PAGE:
If you have read my previous article on vSphere security model, you know how it works. Still, you may wonder what roles a particular user may have, as asked in a recent email from one of my former VMware colleagues.
In an operating system, a user is assigned to a group or multiple groups therefore granted a certain permissions. In vSphere, a role is simply a set of privileges and that is it. It’s natural to think of a role as a group sometimes, but it’s really not.
Generally speaking, there is no generic roles for a user to have, but always under a scope of what entity alone or plus its descendants in the inventory tree.
The following screenshot from MOB should explain more. As you can see, a Permission object always has entity while associating user with a role. The propagate field indicates whether the entity’s descendants are covered as well.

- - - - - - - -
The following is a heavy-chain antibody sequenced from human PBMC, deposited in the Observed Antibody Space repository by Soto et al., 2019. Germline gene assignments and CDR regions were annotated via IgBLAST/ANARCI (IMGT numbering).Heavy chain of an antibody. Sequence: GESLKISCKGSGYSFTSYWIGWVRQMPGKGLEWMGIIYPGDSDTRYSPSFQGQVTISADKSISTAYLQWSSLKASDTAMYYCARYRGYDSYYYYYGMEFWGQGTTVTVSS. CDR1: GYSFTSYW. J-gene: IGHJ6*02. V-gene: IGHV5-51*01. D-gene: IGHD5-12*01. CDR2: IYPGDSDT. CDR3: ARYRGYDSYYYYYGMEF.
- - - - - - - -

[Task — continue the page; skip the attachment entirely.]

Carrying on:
With that being clarified, you can check what roles a user has on a managed entity. To get that information, you can call the retrieveEntityPermissions() of the AuthorizationManager managed object type. Note that you need to pass in a managed entity or its ManagedObjectReference as parameter. Optionally, you can use the retrieveAllPermissions() method assuming you want to filter through all the returned Permission objects by yourself.
Now, this is not yet the end of the problem. What if as shown above, the principle is actually a group (indicated by the group field in Permission)? In that case, your ID may not show up in any of the Permission objects. How would you know you are part of one of the groups?
The answer is no if you only look at vSphere itself. You want to look it up from the AD of your domain. It is not that difficult by the way. On your computer running vSphere Client, just type in the following command in a DOS console:
> gpresult /X myGroup.xml
Then you will find your group information in the XML file. It’s too long to be list here, but you can easily try it out by yourself.
With these two piece of information, you can figure out what roles, if any, a user has over an entity in the inventory hierarchy.